May 03, 2004
In the 19th century, anybody in Europe who wanted to be somebody in the art world had to submit his works to the Salon. The Salon, which could make or break him, was annual exhibition run by an association of established artist largely connected with schools of fine arts. If he was lucky, his works passed the severe screening test and were shown to the public. These Salons were grand affairs attended by everybody—the bourgeoisie and the ruling classes, the culturati and the glamorosi—who could give the aspiring artist overnight success, instant respectability, social status, and money. If he won a prize, so much the better. He became, in time, part of the Establishment itself that dictated artistic taste. He had it made.
Juan Luna, like his colleague Felix Resurreccion Hidalgo, was the first Filipino artist to gain international fame this way. But for Luna it was not a simple matter of gaining personal glory for himself as an artist that made him join the Salons of Madrid, Barcelona, and Munich; it was also a matter of patriotic duty. He was an active member of that band of Filipino intellectuals in Europe dedicated to the principles of nationalism in the 1880s and 90s: Rizal, Del Pilar, Lopez-Jaena, among the leading lights. It is difficult to talk of Luna without taking into account the context of Philippine political history and the unusual position he occupied in it.
If he worked very hard for success in the Salons of Europe, it was because he was a man with a point to prove: that the Filipino, or Indio as his white master called him, was intellectually capable, as good as any foreigner. His was a nationalism fought in the cultural centers of Europe in the name of Filipino self-respect and pride. To his fellow-nationalists, he grew into a symbol of the best his race could offer. In the short span of less than twenty years, Luna was much aware of his role as a leading standard bearer of his countrymen–and he burned his candles at both ends.
The first time the art world sat up and took notice was when Luna entered his first masterpiece, The Death of Cleopatra, at the 1881 Madrid Exposition of Fine Arts and won second-place silver medal for it. What was more important was that several critics thought his painting far surpassed the Italian and Spanish entries. The Filipino community in Madrid was watching closely the progress of this young painter from then on. Luna was then barely 24, an ex-naval officer and pensionado of the Philippine Colonial Government. He had briefly attended classes at the Academia de San Fernando and was now protege of Alejo Vera, one of the young Filipino so impressed Vera that he took Luna along with him when he went to Rome to undertake some commissions.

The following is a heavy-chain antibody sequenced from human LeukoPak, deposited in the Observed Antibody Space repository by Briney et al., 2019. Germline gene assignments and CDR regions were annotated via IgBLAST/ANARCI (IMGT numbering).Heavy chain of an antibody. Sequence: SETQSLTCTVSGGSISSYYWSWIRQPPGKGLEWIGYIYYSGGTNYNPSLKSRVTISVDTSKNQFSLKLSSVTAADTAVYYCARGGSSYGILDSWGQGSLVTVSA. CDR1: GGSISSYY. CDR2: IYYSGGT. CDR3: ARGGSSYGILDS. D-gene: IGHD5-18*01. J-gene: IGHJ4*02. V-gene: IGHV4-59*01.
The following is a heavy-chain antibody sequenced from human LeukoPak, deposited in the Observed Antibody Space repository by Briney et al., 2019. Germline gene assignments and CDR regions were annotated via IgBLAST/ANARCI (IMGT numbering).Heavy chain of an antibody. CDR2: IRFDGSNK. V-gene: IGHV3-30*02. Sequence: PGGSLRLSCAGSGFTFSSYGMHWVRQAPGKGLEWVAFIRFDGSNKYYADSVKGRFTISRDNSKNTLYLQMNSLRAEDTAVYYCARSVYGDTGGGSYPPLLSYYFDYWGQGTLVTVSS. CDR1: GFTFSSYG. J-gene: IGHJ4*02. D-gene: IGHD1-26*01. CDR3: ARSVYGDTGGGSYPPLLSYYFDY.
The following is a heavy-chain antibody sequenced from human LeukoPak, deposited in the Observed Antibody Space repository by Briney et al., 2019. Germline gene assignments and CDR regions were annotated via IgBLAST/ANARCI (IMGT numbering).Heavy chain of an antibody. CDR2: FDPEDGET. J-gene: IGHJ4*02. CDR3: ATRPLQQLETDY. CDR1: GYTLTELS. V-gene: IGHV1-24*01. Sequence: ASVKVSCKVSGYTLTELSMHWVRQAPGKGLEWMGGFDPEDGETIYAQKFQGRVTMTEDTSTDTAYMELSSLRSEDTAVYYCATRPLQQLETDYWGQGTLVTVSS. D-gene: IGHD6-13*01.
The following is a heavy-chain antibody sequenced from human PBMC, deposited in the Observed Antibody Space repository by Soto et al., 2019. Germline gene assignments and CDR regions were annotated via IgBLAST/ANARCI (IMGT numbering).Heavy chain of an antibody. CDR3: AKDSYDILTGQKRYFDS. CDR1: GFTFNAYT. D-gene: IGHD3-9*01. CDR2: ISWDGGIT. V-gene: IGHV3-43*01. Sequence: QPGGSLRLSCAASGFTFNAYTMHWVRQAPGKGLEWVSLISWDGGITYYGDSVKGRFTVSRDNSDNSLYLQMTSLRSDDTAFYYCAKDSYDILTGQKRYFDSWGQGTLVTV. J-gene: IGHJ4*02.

In Rome , Luna imbibed the classical spirit of Michelangelo and Raphael and worked hard—for eight months—on an immense canvas which measure roughly 4 x 7 meters. The painting, which now hangs in the hall of Flags, Department of Foreign Affairs, a gift from the Spanish government in 1958, is the Spoliarium. This was to be his entity at the Madrid Exposition of 1884.
It was an immediate sensation. It won not only the highest possible honor, the first of three Gold Medals, but also enthusiastic notice in the newspaper columns of Madrid, Barcelona, and Paris. Many of the notices were extravagant raves. Here is a sampling taken at random:
“The largest work, the most frightful, the most discussed work of the Exposition.”
“It is more than a painting, it is a book, a poem.”
“It is something more than the mere mechanism of genius, of the art composition. . . Luna is a thinker.”